Would be interesting to compare Brake-specific fuel consumption (BSFC) between generations of gas engines. I can find quite a few BSFC graphs for diesel engines but not much for stock car engines.

I wonder how much of the mpg improvement in cars was engine related and how much was due to improvements in transmissions, rear end gear ratios and other things. Just going from a 2 speed trans with a high stall torque converter to a 4 speed overdrive trans with a lockup torque converter had to make a big difference.

People can and do repower boats but it is hard to change the hull shape! How to rate the hull shapes and how much difference does it make?
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Old 30-12-2019, 11:53   #5
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Re: Mileage Comparison

Based on this:
https://en.wikipedia.org/wiki/Brake-..._shaft_engines

It seems that any engine we are likely to have in our boats is about 30% to 45% efficient.
There rest of the difference in fuel consumption would be related to boat drag, poor application and operation.
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Old 30-12-2019, 11:54   #6
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Re: Mileage Comparison

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Originally Posted by AdkChris View Post
People can and do repower boats but it is hard to change the hull shape! How to rate the hull shapes and how much difference does it make?
Technical term to differentiate hull forms is "Prismatic Coefficient." In practical terms, rare for designs to to include this factor in their specifications. It is the reason the many pundits on forums like this are dead wrong when they say there is no appreciable difference in consumption of twins vs single; and that moving a semi-displacement boat at less than 1.2 LWL would be the same as a displacement boat at same 1.2 LWL with similar HP.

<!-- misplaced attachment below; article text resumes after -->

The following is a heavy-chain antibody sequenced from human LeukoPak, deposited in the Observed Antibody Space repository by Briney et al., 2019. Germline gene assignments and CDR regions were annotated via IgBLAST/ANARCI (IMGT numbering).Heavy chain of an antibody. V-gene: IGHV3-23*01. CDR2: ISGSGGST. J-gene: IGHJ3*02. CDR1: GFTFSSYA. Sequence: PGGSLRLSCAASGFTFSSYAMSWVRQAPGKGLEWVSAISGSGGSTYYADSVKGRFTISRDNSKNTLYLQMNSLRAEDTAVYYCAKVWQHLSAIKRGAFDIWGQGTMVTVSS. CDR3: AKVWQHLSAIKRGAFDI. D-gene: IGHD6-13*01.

Michael Kasten presents a decent discussion - see pages 3-4 on the attached.

http://www.kastenmarine.com/_pdf/coe..._equations.pdf
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Old 30-12-2019, 12:09   #7
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Re: Mileage Comparison

There are various formulas for figuring out/estimating/guessing boat HP per speed length ratio. Once you know HP then one can look at the engine specs and figure out the MPG.

When we started digging into buying a boat this was one of my first questions since the HP in displacement hulls are all of the place.

Semi displacement hulls are going to need more HP. There are equations for this but we am not interested in semi displacement hulls so I can't provide a pointer though there might be a formula in Skene.

Get a copy of Beebe's book, https://smile.amazon.com/Voyaging-Un...2&sr=8-1-fkmr0 and he has a way to calculate HP based on the boats characteristics.

Skene's book also has the HP calculations, https://smile.amazon.com/Skenes-Elem...audible&sr=8-1

Beebe and Skene's numbers are seldom/never the same but they are close to each other.

Later,
Dan